Rule of the Bone
Russell Banks began his literary career in the late 1960’s as a writer of experimental fiction. Over the years, Banks has steadily moved away from aesthetically self- conscious avant-garde forms in order to embrace a relatively straightforward realist idiom. At the same time, Banks has chosen to focus ever more intensively on the lives of working-class people. Both of these moves indicate a deliberate ideological agenda that happens to be at variance with that of most mainstream writers, who tend to make a fetish of their “art” or confine their subject matter to more politically neutral topics. Banks is a man with a mission—or several missions: to be true to a wide range of contemporary life, to write serious social critique, and to suggest to the American middle class how the other half lives. Implicit in all Banks’s later work is the conviction that the United States is a class society that denies the very existence of social class as an everyday reality.
Rule of the Bone marks another step in Banks’s evolution as a political writer who understands that politics is not really about government, voting, and the like; politics in the deepest sense actually plays out in terms of lifestyles, in modes of thought and emotional attitudes, in the myriad ways that marginal groups are ignored, condemned, or warred upon by the hegemonic powers that be. Fittingly, given his sociopolitical outlook, Banks builds Rule of the Bone around the severely damaged life of a fourteen-year-old “mall rat” from a broken home in upstate New York. Creating such a story in the third person would be a singularly ambitious imaginative endeavor for a successful writer in his mid-fifties, but Banks attempts the even riskier gambit of telling Chappie’s story from the first-person point of view.
Yet Banks’s choice of narrative approach is astute; half boy, half man, with one foot in society and one foot outside it, Chappie is well positioned to see the naked workings of “the system” in ways that more respectable folk never dare to imagine. Furthermore, Banks wisely refuses to condescend to his subject; he makes Chappie intelligent and aware, with a sardonic view of the state of things. The result of these narrative decisions is a generally gripping story that falters only in its last stages.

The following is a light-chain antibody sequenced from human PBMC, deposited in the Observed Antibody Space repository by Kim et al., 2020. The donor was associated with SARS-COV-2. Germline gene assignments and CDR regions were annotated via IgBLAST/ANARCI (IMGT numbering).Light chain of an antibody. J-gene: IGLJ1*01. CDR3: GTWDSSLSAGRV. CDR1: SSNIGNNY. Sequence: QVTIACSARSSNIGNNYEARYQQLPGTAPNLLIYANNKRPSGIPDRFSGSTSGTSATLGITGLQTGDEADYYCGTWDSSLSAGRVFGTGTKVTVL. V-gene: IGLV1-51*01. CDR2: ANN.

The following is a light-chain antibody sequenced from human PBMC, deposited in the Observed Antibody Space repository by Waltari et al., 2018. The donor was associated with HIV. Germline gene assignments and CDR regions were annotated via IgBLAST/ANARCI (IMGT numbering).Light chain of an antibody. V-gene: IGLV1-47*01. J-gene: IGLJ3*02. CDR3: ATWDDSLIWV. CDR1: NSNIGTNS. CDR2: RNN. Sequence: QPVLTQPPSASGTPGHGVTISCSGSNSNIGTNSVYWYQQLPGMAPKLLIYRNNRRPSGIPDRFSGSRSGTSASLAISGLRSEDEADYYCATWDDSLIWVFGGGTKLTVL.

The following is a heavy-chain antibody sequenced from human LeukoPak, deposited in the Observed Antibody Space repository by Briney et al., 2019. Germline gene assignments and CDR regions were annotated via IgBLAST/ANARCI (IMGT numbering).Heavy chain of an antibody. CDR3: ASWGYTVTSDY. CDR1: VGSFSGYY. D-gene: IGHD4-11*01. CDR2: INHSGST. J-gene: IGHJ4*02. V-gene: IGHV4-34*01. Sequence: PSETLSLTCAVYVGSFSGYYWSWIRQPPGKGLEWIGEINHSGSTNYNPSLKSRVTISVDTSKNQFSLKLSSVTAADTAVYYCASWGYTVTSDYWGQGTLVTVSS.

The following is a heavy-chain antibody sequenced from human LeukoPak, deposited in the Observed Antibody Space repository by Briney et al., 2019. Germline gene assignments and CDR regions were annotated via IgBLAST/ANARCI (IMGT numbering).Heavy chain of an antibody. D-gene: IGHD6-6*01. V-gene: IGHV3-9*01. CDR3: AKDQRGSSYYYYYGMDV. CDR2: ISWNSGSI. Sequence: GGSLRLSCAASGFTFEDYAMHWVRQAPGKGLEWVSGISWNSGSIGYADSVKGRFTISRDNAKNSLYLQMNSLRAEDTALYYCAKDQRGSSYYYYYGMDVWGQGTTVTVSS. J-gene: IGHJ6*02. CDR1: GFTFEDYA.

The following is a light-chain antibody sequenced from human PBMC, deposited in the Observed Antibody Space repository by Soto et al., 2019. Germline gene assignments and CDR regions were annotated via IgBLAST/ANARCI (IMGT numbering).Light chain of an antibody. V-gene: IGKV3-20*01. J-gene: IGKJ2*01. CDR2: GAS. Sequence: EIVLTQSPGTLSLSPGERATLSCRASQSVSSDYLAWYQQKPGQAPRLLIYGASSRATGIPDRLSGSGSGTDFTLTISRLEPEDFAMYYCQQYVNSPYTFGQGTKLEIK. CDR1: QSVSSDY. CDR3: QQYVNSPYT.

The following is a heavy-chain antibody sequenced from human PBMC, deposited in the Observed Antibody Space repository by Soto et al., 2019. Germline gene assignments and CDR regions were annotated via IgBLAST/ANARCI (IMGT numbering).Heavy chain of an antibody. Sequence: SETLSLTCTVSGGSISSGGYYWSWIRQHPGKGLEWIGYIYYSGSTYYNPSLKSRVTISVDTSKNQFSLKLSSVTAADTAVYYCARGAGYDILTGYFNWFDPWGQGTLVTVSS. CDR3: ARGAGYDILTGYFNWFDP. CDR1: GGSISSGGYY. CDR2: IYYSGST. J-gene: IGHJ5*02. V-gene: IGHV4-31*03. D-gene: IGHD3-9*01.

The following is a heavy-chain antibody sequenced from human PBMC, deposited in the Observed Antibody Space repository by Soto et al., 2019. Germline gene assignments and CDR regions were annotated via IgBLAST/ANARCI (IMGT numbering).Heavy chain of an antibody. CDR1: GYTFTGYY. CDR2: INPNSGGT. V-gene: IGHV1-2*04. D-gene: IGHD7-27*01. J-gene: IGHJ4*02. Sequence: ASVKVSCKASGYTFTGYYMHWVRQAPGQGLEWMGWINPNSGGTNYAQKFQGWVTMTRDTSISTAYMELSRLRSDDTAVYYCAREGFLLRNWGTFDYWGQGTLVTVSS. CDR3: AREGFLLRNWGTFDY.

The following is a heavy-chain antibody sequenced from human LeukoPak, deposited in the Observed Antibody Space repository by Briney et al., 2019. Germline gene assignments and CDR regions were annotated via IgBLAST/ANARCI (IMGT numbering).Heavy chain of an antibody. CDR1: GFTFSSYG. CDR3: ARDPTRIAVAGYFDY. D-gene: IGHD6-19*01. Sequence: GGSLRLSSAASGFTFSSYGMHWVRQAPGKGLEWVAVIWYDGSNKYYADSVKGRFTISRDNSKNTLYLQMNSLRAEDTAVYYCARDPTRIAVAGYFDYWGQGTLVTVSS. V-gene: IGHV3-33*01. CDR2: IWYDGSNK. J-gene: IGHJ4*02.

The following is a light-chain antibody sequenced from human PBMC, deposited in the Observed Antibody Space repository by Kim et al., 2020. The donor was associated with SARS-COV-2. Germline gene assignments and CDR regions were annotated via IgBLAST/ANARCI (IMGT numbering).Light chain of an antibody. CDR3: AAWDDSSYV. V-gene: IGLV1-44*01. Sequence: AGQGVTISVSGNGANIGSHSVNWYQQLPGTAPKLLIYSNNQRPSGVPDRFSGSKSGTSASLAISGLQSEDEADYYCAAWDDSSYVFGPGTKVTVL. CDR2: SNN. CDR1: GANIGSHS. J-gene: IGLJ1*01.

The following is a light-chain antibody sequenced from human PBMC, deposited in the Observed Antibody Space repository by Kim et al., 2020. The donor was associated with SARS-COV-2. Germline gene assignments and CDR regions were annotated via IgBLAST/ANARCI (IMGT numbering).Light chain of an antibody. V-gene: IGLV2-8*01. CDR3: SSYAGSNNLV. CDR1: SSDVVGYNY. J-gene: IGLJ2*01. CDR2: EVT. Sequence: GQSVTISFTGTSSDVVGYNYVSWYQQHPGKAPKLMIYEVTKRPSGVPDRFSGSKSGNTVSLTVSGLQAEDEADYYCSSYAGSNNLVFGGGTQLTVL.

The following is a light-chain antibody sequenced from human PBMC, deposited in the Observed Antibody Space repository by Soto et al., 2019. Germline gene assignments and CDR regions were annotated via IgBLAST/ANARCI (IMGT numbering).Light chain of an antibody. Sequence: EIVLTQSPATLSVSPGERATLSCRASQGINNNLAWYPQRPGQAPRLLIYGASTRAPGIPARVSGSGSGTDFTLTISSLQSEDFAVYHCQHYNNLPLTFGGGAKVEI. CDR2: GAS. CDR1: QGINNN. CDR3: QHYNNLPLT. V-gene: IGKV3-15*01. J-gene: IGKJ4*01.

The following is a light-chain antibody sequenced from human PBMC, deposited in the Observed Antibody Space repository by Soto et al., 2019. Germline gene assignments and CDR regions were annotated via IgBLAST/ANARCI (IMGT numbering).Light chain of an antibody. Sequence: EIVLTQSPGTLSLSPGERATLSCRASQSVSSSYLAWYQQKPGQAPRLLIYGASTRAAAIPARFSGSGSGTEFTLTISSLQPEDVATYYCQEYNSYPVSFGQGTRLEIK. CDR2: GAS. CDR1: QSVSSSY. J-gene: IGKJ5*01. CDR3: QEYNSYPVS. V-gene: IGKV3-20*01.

When readers first meet him, narrator Chappie Dorset sports earrings, a nose ring, a mohawk hairstyle, and a massive marijuana habit. Yet Chappie is not a social degenerate but simply the contemporary version of a lost, lonely, and alienated teenager. Ten years earlier, his father abandoned the family and was eventually replaced by Ken, an alcoholic pederast who makes lewd demands on his stepson.
Driven to the end of his endurance by Ken’s abuse and his mother’s indifference, Chappie leaves home in the middle of an angry confrontation with his stepfather over some stolen coins. He and another homeless friend, Russ, soon find themselves living with members of a biker gang (who call themselves “Adirondack Iron”) in a slum apartment above a video store. This dubious situation sours when the bikers discover that Russ has been stealing their stolen loot. Fearing for their lives, the boys flee in the night, but not before inadvertently starting a fire that kills Bruce, a biker who dies in a mistaken attempt to save Chappie.
All connections with family and surrogate family broken, Russ and Chappie steal a Ford Ranger pickup, take a joyride, abandon the vehicle, and end up at a wrecked school bus occupied by the “Bong Brothers,” a pair of drug-addled college dropouts. In trouble with bikers and with the police, Russ and Chappie decide to slough off their old identities and assume new ones. They develop aliases (“Buck” and “Bone,” respectively) and acquire tattoos before moving to their next temporary haven: an unoccupied summer house nestled in the woods of Adirondack State Park in Keene, New York. Holed up in the house for a number of weeks, the boys eat what food is available, break up the furniture for firewood, and generally make a shambles of the premises. Eventually abandoned by Russ, Bone has no choice but to set out on the road...
(The entire section is 1716 words.)